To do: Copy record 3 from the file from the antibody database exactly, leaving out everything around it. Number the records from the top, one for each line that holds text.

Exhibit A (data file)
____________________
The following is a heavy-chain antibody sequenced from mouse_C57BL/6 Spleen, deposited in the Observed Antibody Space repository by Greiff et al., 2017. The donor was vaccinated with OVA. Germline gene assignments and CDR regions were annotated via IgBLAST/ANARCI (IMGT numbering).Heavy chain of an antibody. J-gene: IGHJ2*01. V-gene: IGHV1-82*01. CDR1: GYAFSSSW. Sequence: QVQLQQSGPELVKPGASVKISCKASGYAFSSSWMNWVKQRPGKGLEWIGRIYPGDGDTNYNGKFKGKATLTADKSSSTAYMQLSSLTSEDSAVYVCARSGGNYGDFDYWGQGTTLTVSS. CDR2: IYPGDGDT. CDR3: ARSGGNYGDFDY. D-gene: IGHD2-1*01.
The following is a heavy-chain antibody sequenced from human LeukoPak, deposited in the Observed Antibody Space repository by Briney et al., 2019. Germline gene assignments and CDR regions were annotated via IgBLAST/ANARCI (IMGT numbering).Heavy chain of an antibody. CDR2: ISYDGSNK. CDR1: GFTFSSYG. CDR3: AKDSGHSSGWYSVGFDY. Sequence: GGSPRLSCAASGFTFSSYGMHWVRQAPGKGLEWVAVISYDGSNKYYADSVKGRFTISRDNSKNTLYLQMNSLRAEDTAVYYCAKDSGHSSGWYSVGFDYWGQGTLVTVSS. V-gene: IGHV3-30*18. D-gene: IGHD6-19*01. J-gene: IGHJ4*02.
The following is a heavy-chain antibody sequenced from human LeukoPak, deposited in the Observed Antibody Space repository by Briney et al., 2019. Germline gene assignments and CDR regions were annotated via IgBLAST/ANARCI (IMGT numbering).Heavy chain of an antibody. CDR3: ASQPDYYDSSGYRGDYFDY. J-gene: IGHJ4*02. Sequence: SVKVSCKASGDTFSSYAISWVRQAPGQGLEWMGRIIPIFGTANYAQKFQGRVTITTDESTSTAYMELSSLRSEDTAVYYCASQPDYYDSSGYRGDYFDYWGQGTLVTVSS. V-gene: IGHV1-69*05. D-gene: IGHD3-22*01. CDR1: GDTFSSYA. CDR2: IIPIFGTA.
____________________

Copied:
The following is a heavy-chain antibody sequenced from human LeukoPak, deposited in the Observed Antibody Space repository by Briney et al., 2019. Germline gene assignments and CDR regions were annotated via IgBLAST/ANARCI (IMGT numbering).Heavy chain of an antibody. CDR3: ASQPDYYDSSGYRGDYFDY. J-gene: IGHJ4*02. Sequence: SVKVSCKASGDTFSSYAISWVRQAPGQGLEWMGRIIPIFGTANYAQKFQGRVTITTDESTSTAYMELSSLRSEDTAVYYCASQPDYYDSSGYRGDYFDYWGQGTLVTVSS. V-gene: IGHV1-69*05. D-gene: IGHD3-22*01. CDR1: GDTFSSYA. CDR2: IIPIFGTA.